What is a latex allergy?

Latex allergy develops after contact with latex. Latex, also known as natural rubber, comes from the sap of the rubber tree. Rubber gloves are the main source of sensitization (development of hypersensitivity) and allergic reactions to latex.

A certain part of the latex substance itself is an allergen for many people. The powder in latex gloves is an airborne allergen that can also cause breathing problems in some people with latex allergy.

Who is affected by latex allergy?

People at increased risk for developing latex allergy include:

  • Healthcare workers including those in dentistry, animal laboratories, first response (emergency workers), and veterinary medicine
  • Workers in the rubber industry
  • Construction workers
  • Workers in food preparation
  • Workers in beauty industry such as hairdressers
  • Workers with plants such as gardeners
  • People with a history of multiple surgical procedures
  • People with known food allergies to banana, avocado, kiwi or chestnuts
  • People with atopy (history of allergies), asthma, or eczema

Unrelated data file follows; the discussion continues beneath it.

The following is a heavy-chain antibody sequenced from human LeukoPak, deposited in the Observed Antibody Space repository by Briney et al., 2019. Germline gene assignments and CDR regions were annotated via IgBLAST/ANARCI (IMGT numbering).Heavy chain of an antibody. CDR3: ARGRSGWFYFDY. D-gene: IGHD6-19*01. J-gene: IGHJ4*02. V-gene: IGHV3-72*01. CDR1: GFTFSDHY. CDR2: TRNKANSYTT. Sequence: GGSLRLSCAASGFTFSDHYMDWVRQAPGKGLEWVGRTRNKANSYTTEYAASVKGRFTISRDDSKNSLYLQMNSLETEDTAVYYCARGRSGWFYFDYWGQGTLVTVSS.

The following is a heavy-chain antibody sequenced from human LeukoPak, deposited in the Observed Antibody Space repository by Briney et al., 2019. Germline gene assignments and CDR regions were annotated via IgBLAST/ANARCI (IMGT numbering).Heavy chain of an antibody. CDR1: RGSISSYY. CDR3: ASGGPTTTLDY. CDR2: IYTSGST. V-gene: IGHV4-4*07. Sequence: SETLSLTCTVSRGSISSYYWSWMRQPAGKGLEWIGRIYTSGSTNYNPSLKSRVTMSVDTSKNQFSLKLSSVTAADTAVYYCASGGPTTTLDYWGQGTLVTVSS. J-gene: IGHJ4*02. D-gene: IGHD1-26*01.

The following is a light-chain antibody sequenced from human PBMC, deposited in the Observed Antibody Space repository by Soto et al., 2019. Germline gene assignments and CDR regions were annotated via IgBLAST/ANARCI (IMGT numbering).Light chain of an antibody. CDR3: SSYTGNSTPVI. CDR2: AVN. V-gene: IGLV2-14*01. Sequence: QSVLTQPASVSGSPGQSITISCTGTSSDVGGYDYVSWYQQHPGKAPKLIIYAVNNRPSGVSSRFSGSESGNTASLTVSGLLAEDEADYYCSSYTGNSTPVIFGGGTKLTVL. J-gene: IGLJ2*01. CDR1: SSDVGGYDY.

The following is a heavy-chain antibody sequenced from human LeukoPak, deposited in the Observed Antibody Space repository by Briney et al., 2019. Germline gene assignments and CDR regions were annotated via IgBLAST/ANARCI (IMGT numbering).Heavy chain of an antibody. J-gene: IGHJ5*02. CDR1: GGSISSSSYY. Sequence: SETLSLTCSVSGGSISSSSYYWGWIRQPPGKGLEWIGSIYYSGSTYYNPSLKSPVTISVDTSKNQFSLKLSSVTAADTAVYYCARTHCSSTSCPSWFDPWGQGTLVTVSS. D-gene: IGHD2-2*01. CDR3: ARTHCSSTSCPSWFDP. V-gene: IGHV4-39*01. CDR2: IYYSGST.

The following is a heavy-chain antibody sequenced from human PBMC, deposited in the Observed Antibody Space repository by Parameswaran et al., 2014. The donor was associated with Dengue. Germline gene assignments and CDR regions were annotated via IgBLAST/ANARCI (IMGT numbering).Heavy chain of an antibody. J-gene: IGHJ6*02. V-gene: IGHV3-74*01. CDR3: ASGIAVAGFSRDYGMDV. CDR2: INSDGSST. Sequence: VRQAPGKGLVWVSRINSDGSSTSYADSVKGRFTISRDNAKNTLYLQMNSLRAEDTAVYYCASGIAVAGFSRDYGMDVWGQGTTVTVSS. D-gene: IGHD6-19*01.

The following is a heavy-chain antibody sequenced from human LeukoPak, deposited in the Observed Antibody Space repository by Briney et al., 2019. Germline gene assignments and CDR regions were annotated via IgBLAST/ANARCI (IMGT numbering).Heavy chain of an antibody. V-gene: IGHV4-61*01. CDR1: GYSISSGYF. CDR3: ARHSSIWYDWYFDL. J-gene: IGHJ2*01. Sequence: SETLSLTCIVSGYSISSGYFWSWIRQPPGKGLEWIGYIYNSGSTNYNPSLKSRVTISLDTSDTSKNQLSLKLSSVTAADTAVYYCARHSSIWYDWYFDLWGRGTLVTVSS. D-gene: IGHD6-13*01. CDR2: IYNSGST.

• People with spina bifida
  • People born with urologic (urinary system) problems

What causes latex allergy?

The exact cause of latex allergy is unknown, but it is thought that repeated exposure to latex and rubber products may induce sensitization and symptoms.

What are the symptoms of latex allergy?

If you have a latex allergic reaction, you may have one or more of the following signs and symptoms:

  • Skin rash
  • Hives
  • Eye tearing and irritation
  • Nasal symptoms such as sneezing, drainage (runny nose), or congestion
  • Wheezing, chest constriction (tightness), cough, or shortness of breath
  • Itching
  • Feeling faint (drop in blood pressure)

Patients with latex allergy typically develop symptoms in response to wearing latex gloves and get a skin rash in the areas covered by the gloves (glove dermatitis).

Three types of glove dermatitis may occur:

  • Irritant dermatitis: The least threatening type of glove reaction, which is not considered to be an allergenic skin reaction. It results in dryness, itching, burning, and scaly lesions of the skin.
  • Allergic contact dermatitis: A delayed hypersensitivity reaction to additives in latex. The rash can be severe, spread to more parts of the body, and last longer. It can lead to blistering of the skin.
  • Immediate hypersensitivity reaction (latex allergy): Potentially the most serious reaction to latex. It can appear as nasal/eye (rhinitis with hay fever-like) symptoms, immediate hives, severe itching, wheezing, or chest constriction. Rarely, symptoms may progress to a life-threatening reaction.

Last reviewed by a Cleveland Clinic medical professional on 06/08/2016.


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